Perhaps the most prolific of Godzilla's rivals, Gamera is one of the more bonkers kaiju creations: a giant fire-eating nuclear-powered flying turtle that eats fire and is nourished by radioactivity. Gamera may trash the odd city and power plant or incinerate terrified bystanders when he gets cranky but he wouldn't dream of hurting a child, which is just as well since his films were increasingly aimed at small children as he graduated from menacing Japan as "the devil's envoy" to defending the Earth over the course of eight films between 1965-80. Mill Creek's region-free budget Blu-ray collection offers the first four films in no-frills editions on just one disc, which means quality is about on par with the earlier DVD releases from Shout Factory.

The first, GAMERA THE GIANT MONSTER, was more of an old-fashioned monster movie clearly influenced by both The Beast from 20,000 and Gorgo (the latter at one time intended as a Japanese co-production). Like Gorgo, there's a mysterious affinity between the creature and a young boy who wants to protect it ("Please excuse him, he's overly fond of turtles.") Like Ray Bradbury's beastie it's awakened from its centuries-long slumber by a nuclear explosion, here the result of an unidentified plane being shot down in the Arctic with its nuclear payload, and like Bradbury's beastie he makes his next appearance at a lighthouse. And, naturally, the authorities try everything and nothing can stop it...

Some thought has actually gone into why conventional weapons have no effect on him, while the fact that he's nourished by radioactivity means they can't just drop a bomb on him. So the finest minds in Japan decide to do what children have been doing to turtles for centuries - turn it on its back so it can't right itself. When this doesn't work, it's time for Plan X, which will at least ensure a sequel.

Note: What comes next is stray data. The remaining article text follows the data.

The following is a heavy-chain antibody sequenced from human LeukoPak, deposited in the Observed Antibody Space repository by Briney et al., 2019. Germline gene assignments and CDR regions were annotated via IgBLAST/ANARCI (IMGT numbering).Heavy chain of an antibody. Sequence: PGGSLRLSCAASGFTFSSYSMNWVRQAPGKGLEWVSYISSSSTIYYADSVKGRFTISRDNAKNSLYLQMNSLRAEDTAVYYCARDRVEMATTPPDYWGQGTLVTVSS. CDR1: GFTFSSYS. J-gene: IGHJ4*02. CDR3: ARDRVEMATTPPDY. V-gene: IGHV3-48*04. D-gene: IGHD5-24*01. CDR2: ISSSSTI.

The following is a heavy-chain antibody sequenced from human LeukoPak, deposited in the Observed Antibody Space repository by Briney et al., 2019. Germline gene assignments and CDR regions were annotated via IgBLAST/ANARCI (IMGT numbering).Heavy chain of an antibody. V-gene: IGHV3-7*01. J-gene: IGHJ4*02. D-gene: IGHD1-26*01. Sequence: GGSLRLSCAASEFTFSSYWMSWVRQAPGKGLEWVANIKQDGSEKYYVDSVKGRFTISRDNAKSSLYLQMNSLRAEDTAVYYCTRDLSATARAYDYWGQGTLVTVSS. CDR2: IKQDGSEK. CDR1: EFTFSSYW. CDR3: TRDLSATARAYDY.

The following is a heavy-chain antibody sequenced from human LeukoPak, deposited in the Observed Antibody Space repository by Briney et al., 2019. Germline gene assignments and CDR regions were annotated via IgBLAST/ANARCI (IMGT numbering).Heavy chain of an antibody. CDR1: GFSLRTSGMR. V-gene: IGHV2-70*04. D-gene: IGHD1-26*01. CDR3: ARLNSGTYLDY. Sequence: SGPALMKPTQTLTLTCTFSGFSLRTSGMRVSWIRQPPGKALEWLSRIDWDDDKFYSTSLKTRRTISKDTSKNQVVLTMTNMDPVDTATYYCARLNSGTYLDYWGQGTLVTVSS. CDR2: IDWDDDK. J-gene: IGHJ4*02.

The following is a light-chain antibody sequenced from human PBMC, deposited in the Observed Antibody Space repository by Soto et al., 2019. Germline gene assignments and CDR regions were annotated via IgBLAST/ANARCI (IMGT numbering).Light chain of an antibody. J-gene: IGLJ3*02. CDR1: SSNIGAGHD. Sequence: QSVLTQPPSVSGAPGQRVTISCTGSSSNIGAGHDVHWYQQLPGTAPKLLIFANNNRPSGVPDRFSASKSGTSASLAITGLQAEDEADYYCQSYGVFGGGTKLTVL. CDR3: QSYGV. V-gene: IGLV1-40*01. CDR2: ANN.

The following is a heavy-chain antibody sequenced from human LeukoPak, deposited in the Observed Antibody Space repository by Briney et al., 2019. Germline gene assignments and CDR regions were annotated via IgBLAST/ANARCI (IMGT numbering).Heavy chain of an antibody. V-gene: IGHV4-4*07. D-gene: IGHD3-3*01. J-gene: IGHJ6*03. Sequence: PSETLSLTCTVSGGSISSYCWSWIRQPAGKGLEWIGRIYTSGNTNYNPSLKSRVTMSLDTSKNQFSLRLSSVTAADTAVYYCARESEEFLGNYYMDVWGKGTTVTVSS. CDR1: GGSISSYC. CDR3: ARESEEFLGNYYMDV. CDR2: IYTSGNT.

It's certainly not up to the standard of even Toho's non-Godzilla movies, often clumsily made and clearly shot on the cheap in black and white (the last kaiju film to do so), though the budget did at least stretch to widescreen. The effects are variable, some charmingly weak, others about as good as you can possibly expect a man in a turtle suit to look in the film's big rampage that sees Tokyo get it again - including a bunch of hip kids who won't listen to their elders and abandon their happening club ("Nothing's gonna stop this shindig, so let's dance!"). The main characters are one-dimensional at best, while the bit parts don't often get that lucky. As was common for Japanese and Hong Kong films, the American characters are played by ordinary people the filmmakers found in Japan, and boy does it show. While the Japanese cast struggle with their few lines in English, the Americans fare even worse, not least the American general reading. His lines. From. A piece of paper. It doesn't help that they have to contend with direlogue like "Huge turtle. 60 metres. What's going on around here?" "I don't know, sir. Looks like a huge turtle made its appearance." Thankfully they're only in the movie for a few minutes, but they sear themselves into your memory.

Yet the film has a kind of charm going for it even in its cut-rate third-hand way, at least in its original Japanese version, and you can see why it had enough appeal to launch a series that would add colour and new monsters for Gamera to vanquish in increasingly silly scenarios. Unfortunately like Shout Factory's NTSC Region 1 DVD, budget outfit Mill Creek's Blu-ray transfer doesn't have a great transfer. It's certainly better than Public Domain releases and is in its original 2.35:1 ratio with English subtitles, but it's a little flat-looking and lacking in detail and contrast in places. The infamously atrociously dubbed and re-edited US version is sadly not included because the owners of the only decent widescreen copy wanted too much money to license it, and nor are the extras from Shout's DVD release (an audio commentary by August Radone, an interesting half-hour featurette covering the series that includes interviews with director Noriaki Yuasa and writer Nisan Takahashi as well as a reconstruction of the intended final film in the series, a booklet and the original Japanese trailer that's largely made up of specially filmed footage of the cast delivering dialogue that bears little relation to the film while falling pillars bounce off their heads). In fact none of the four films on this disc have any extras.